Nigerian startup VerifyMe, which offers customers such as banks and retailers access to trusted KYC data via API and portal, is expanding into new markets after raising Series A funding a year ago. But it has its roots in a robbery.
In 2011, Olutunji Oluwole hired a cook, who poisoned him and his entire family, robbing their home. A few weeks later, this “cook” assumed another identity and infiltrated another household in the same estate to commit the same crime.
“At the time, it was easy to change identities because the systems in place had not linked IDs to biometrics. The criminal’s plans were foiled by Olutunji and other concerned members of the community. Olutunji realised that the problem of trust in hiring needed to be solved and decided to start VerifyMe,” Esigie Aguele, the startup’s co-founder and chief executive officer (CEO) told Disrupt Africa.
VerifyMe is an ID verification and digital KYC startup, which says it is closing the credibility gap in business by delivering trusted identities to industries, making it possible for individuals to open accounts and get services on-demand seamlessly, even remotely.
The startup’s open APIs enable fintechs to offer contactless customer onboarding with facial recognition technology for added security, providing services such as National Identity Number (NIN), Bank Verification Number (BVN), and drivers’ license verifications with real-time biometric capabilities, seamless traditional Central Bank of Nigeria (CBN) tier III address and employment verifications, and a next-generation addressing solution that leverages 4D trajectory and geo-location to improve last-mile authentication.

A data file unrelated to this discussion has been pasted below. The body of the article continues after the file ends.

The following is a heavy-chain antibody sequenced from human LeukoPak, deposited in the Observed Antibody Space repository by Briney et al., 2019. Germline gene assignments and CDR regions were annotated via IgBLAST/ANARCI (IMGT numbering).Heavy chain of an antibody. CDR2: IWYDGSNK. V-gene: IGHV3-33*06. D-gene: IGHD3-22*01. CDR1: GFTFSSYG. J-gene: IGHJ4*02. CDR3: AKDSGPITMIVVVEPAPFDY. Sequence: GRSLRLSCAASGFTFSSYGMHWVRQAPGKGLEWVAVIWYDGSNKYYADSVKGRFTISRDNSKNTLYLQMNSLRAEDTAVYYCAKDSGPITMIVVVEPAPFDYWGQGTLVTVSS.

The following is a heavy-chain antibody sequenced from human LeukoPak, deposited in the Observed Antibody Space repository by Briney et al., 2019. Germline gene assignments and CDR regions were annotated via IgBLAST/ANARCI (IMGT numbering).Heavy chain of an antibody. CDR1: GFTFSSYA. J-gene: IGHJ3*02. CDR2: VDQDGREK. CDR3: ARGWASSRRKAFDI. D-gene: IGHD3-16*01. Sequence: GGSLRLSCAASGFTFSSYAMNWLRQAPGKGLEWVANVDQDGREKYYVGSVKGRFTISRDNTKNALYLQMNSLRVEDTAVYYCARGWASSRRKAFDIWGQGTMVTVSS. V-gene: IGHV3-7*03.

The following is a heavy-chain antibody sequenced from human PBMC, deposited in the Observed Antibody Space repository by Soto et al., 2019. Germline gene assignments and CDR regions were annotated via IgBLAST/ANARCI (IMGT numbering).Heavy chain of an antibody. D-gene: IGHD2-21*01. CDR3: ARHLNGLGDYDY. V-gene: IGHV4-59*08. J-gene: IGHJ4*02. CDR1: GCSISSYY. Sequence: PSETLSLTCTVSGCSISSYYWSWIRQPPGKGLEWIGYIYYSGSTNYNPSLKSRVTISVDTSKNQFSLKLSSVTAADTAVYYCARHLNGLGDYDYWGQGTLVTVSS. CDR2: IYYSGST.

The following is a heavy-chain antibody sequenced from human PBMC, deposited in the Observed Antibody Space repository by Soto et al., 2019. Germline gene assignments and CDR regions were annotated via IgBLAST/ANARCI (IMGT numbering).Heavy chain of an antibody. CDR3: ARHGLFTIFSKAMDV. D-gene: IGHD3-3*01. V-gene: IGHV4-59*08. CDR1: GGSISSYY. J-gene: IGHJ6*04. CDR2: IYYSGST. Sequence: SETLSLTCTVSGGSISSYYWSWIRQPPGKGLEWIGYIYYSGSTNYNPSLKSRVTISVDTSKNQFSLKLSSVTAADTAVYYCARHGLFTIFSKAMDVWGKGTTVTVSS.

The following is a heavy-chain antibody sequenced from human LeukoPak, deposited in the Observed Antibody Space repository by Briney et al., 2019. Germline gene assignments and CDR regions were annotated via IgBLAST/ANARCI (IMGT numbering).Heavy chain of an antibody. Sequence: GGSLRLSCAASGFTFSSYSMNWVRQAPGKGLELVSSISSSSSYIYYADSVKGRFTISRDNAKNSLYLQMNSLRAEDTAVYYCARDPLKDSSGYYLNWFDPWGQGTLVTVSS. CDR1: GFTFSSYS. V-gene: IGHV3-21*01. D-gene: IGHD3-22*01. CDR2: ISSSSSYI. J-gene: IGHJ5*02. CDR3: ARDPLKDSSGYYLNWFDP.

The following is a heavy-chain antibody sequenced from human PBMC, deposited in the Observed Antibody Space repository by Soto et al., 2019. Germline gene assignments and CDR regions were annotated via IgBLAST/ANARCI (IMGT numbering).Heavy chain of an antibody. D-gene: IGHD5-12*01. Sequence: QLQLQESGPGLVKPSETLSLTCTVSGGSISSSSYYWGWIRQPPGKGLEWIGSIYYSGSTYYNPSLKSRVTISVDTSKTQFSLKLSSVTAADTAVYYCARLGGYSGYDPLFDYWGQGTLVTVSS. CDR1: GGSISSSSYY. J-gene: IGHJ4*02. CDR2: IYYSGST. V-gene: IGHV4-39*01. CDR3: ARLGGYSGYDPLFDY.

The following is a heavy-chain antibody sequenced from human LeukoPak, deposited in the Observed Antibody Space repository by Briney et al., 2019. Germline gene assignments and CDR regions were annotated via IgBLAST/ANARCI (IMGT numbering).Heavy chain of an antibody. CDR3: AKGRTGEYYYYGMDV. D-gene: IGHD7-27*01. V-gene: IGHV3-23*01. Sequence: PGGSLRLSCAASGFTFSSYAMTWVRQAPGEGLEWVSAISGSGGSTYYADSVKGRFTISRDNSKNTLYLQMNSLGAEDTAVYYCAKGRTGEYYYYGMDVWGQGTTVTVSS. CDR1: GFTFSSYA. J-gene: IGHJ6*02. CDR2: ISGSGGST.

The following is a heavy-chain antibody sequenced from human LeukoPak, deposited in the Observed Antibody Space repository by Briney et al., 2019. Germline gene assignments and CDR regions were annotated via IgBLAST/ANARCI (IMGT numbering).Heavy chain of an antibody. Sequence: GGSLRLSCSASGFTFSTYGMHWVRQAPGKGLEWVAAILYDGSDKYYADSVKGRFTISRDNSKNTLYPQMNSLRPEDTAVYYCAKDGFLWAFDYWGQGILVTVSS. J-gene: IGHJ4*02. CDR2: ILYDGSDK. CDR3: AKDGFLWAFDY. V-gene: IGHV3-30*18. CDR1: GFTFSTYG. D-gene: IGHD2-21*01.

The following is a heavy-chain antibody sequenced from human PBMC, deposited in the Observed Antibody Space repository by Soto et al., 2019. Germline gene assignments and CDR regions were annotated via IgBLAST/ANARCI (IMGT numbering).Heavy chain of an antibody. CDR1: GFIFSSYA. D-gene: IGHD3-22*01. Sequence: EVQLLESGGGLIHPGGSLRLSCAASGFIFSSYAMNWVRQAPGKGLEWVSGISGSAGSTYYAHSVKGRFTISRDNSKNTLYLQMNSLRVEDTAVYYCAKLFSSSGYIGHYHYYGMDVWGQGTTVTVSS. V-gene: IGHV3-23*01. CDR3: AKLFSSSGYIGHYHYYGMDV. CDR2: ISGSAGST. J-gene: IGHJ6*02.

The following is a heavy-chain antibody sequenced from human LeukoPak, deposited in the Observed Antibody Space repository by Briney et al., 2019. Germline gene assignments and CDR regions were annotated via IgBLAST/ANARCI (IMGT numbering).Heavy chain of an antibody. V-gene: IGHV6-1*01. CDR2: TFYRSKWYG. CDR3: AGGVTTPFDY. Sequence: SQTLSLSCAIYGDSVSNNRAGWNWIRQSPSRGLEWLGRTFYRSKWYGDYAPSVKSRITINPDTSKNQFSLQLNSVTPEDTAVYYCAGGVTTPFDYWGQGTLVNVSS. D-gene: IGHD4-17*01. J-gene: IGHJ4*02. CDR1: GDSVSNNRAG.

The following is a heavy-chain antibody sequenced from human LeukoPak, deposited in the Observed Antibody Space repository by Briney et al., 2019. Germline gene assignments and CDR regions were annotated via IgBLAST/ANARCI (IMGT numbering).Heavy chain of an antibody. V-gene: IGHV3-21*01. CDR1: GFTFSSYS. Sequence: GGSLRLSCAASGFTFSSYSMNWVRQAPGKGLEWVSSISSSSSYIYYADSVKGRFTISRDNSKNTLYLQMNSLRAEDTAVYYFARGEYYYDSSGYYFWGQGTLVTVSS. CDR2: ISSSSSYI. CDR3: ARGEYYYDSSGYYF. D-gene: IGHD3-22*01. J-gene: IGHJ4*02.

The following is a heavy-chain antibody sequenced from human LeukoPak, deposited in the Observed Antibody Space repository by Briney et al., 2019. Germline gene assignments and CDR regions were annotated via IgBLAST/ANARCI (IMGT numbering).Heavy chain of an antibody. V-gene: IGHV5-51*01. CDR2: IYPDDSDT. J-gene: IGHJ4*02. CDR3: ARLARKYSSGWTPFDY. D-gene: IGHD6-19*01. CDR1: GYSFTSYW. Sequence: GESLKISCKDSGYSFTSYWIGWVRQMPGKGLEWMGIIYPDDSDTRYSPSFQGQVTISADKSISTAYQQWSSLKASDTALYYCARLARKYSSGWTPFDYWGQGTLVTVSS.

“Our addressing service allows applicants to participate in the last-mile authentication process by digitally making themselves easy to locate. This service enables them to get access to services and receive orders. We rolled out this solution in November, and it is proving to be a game-changer in resolving addressing issues for our customers,” Aguele said.
The startup has evolved since 2014, when it began operations offering background checks for businesses and homes. It became an ID technology company in 2016 as it realised the issue of trust was industry-wide.
“This problem led to high costs of transactions due to the increased risk to businesses for rendering services. Today we are proud to say 30 per cent of commercial banks in Nigeria use our services, and we are looking to make that 100 per cent,” said Aguele.
“With over 500 million Africans lacking an officially recognised form of identification, we knew that a KYC infrastructure layer that involved verification, as well as enrollment of citizens for inclusion, would close the financial inclusion gap while reducing risk to businesses. Africa’s economic growth is limited because without proper ID, it’s challenging to grow trusted transactions at scale.”
VerifyMe raised a Series A funding round from Consonance Investment Managers last January, and has been growing since then in spite of the challenges posed by COVID-19.
“Our verification transactions have increased 50X since January, with 30 per cent of commercial banks using one of our products. We added over nine banks this year alone. In addition, we now support over 60 lenders and micro-lenders with our APIs. Our transaction volume is 100X compared to 2019,” said Aguele.
“We have seen our fintech and API customers grow 20X since January. In terms of revenues, we are certainly 10X compared to 2019 and expect to be profitable in early 2021 meeting a US$2 million revenue target.”
The startup is now looking at international expansion, and will begin operations in three other African countries in the next six months – Ghana, Ivory Coast, and one other.